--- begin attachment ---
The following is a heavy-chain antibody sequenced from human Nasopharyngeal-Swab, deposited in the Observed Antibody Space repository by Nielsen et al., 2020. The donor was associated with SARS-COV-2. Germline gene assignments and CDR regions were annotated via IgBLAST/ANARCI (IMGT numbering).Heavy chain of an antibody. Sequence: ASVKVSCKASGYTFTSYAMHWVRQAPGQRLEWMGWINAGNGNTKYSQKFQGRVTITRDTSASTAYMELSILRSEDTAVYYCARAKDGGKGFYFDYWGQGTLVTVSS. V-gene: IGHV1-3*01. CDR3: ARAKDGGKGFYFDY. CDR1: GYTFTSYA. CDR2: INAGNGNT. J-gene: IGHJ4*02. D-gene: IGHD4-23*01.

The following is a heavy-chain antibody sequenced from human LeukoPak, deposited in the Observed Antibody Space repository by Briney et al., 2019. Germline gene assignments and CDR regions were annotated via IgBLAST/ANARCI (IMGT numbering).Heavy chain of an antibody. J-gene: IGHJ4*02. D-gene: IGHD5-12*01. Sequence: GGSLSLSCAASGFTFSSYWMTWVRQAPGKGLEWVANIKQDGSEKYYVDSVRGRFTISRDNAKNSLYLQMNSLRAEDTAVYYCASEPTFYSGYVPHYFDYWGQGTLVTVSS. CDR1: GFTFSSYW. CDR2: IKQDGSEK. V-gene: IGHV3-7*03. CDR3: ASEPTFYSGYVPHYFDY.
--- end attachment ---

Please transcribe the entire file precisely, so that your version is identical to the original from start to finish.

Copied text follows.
The following is a heavy-chain antibody sequenced from human Nasopharyngeal-Swab, deposited in the Observed Antibody Space repository by Nielsen et al., 2020. The donor was associated with SARS-COV-2. Germline gene assignments and CDR regions were annotated via IgBLAST/ANARCI (IMGT numbering).Heavy chain of an antibody. Sequence: ASVKVSCKASGYTFTSYAMHWVRQAPGQRLEWMGWINAGNGNTKYSQKFQGRVTITRDTSASTAYMELSILRSEDTAVYYCARAKDGGKGFYFDYWGQGTLVTVSS. V-gene: IGHV1-3*01. CDR3: ARAKDGGKGFYFDY. CDR1: GYTFTSYA. CDR2: INAGNGNT. J-gene: IGHJ4*02. D-gene: IGHD4-23*01.

The following is a heavy-chain antibody sequenced from human LeukoPak, deposited in the Observed Antibody Space repository by Briney et al., 2019. Germline gene assignments and CDR regions were annotated via IgBLAST/ANARCI (IMGT numbering).Heavy chain of an antibody. J-gene: IGHJ4*02. D-gene: IGHD5-12*01. Sequence: GGSLSLSCAASGFTFSSYWMTWVRQAPGKGLEWVANIKQDGSEKYYVDSVRGRFTISRDNAKNSLYLQMNSLRAEDTAVYYCASEPTFYSGYVPHYFDYWGQGTLVTVSS. CDR1: GFTFSSYW. CDR2: IKQDGSEK. V-gene: IGHV3-7*03. CDR3: ASEPTFYSGYVPHYFDY.